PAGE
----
The former chancellor and MP for Tatton gives up seat ahead of snap election
Former chancellor George Osborne, 45, has quit as MP for Tatton in Cheshire - sixteen years after his win in the safe Tory seat made him the House of Commons' youngest Tory member.
The decision, announced in the London Evening Standard, follows PM Theresa May’s surprise call for a snap election and criticism of Osborne for taking on the role of editor at the Standard - a role which would have required him to work 200 miles away from his constituency for five days a week.
It is likely that Osborne - who was swiftly dropped from May’s cabinet following her succession in July 2016 - was further impelled to give up his seat with his constituency due to be abolished in upcoming boundary reviews.
In a letter addressed to Conservatives in his constituency, Osborne said he was “stepping down from the House of Commons - for now”, leaving the door open for a return to frontline politics.
He said: "I've had sixteen brilliant years as a Member of Parliament, representing the wonderful people of Cheshire. Their good humour and common sense have kept my feet on the ground through the ups and downs of political life."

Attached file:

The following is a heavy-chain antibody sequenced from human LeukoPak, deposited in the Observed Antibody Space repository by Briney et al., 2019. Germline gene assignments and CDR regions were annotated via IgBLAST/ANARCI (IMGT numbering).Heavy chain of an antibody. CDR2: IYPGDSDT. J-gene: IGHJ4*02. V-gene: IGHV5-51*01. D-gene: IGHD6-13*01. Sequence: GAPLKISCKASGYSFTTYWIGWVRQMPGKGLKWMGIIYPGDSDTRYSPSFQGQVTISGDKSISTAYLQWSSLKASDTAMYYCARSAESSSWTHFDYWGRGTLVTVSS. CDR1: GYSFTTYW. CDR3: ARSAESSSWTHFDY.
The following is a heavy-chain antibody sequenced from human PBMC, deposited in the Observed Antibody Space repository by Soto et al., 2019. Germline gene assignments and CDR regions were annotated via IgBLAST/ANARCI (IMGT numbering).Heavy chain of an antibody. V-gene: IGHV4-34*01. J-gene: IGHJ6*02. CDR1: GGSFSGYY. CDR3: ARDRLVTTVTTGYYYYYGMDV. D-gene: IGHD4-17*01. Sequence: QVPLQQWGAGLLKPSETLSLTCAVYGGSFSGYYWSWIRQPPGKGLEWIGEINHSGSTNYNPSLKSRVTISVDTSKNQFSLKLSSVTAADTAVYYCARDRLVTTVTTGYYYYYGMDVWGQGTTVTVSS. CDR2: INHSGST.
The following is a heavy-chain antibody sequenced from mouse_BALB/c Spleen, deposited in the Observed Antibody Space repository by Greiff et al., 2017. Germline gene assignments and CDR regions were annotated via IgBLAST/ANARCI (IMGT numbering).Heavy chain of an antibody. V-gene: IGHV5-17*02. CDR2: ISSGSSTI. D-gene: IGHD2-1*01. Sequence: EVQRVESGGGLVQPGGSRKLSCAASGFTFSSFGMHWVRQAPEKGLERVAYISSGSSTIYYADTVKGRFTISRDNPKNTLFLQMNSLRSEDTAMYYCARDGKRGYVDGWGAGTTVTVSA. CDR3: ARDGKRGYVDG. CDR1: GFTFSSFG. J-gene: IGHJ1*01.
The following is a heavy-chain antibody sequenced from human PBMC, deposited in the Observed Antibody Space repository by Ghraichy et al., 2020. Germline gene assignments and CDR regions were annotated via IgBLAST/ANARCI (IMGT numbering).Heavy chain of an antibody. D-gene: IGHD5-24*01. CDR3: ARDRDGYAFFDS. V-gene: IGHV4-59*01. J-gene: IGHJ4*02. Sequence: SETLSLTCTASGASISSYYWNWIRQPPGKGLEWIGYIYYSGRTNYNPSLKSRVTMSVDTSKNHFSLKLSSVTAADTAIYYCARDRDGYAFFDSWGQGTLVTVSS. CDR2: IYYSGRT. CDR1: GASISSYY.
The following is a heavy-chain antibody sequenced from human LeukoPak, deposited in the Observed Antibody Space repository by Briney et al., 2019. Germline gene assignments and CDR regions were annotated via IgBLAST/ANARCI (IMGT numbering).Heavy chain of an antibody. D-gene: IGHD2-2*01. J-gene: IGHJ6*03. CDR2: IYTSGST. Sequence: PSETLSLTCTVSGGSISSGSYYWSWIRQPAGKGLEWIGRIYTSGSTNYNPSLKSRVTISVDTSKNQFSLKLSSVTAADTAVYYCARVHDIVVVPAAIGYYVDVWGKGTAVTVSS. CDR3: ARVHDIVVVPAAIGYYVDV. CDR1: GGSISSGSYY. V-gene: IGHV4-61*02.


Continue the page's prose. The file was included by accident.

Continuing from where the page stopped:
Meanwhile, Osborne - a key architect in Manchester’s upcoming Mayoral elections - sought to firm up his commitment to the North, stating “I will remain active in the debate about our country’s future and on the issues I care about, like the success of the Northern Powerhouse.”
Osborne’s statement in full:
Aside from his newly acquired role as Evening Standard editor (which reportedly pays £200k per year), Osborne is said to be raking in £650,000 a year for just four days work a month at BlackRock, £120,000 a year ‘stipend’ from a US Republican thinktank, and almost £800,000 from fifteen speeches given to the Washington Speaker's Bureau since July.
In which case, there's little wonder Osborne has given up his seat in Cheshire... that measly MP's salary of £75,000 barely seems worth the hassle.